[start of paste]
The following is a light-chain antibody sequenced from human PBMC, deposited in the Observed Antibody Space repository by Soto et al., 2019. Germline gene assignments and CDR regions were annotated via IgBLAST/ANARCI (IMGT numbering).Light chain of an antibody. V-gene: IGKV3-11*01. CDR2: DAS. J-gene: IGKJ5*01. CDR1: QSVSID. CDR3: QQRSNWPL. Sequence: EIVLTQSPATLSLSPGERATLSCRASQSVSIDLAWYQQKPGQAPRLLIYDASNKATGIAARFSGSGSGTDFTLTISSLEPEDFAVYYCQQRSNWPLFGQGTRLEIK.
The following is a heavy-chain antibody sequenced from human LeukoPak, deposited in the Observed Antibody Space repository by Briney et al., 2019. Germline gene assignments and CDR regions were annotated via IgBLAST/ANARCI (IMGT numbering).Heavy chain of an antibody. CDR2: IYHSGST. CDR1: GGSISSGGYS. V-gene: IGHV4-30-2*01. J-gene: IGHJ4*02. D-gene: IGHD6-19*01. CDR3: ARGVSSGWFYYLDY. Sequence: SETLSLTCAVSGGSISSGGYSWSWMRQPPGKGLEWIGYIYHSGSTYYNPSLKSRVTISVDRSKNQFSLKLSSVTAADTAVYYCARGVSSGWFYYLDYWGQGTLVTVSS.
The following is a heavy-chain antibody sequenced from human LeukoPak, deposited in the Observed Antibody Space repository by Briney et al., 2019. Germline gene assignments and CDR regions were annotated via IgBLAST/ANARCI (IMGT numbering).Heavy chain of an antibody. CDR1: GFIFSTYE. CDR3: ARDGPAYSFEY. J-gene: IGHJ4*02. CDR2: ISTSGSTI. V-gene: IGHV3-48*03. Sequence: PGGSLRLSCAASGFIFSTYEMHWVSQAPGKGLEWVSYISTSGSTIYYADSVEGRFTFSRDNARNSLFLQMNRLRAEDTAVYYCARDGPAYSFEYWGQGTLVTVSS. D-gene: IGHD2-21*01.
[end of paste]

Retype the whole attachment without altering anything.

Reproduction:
The following is a light-chain antibody sequenced from human PBMC, deposited in the Observed Antibody Space repository by Soto et al., 2019. Germline gene assignments and CDR regions were annotated via IgBLAST/ANARCI (IMGT numbering).Light chain of an antibody. V-gene: IGKV3-11*01. CDR2: DAS. J-gene: IGKJ5*01. CDR1: QSVSID. CDR3: QQRSNWPL. Sequence: EIVLTQSPATLSLSPGERATLSCRASQSVSIDLAWYQQKPGQAPRLLIYDASNKATGIAARFSGSGSGTDFTLTISSLEPEDFAVYYCQQRSNWPLFGQGTRLEIK.
The following is a heavy-chain antibody sequenced from human LeukoPak, deposited in the Observed Antibody Space repository by Briney et al., 2019. Germline gene assignments and CDR regions were annotated via IgBLAST/ANARCI (IMGT numbering).Heavy chain of an antibody. CDR2: IYHSGST. CDR1: GGSISSGGYS. V-gene: IGHV4-30-2*01. J-gene: IGHJ4*02. D-gene: IGHD6-19*01. CDR3: ARGVSSGWFYYLDY. Sequence: SETLSLTCAVSGGSISSGGYSWSWMRQPPGKGLEWIGYIYHSGSTYYNPSLKSRVTISVDRSKNQFSLKLSSVTAADTAVYYCARGVSSGWFYYLDYWGQGTLVTVSS.
The following is a heavy-chain antibody sequenced from human LeukoPak, deposited in the Observed Antibody Space repository by Briney et al., 2019. Germline gene assignments and CDR regions were annotated via IgBLAST/ANARCI (IMGT numbering).Heavy chain of an antibody. CDR1: GFIFSTYE. CDR3: ARDGPAYSFEY. J-gene: IGHJ4*02. CDR2: ISTSGSTI. V-gene: IGHV3-48*03. Sequence: PGGSLRLSCAASGFIFSTYEMHWVSQAPGKGLEWVSYISTSGSTIYYADSVEGRFTFSRDNARNSLFLQMNRLRAEDTAVYYCARDGPAYSFEYWGQGTLVTVSS. D-gene: IGHD2-21*01.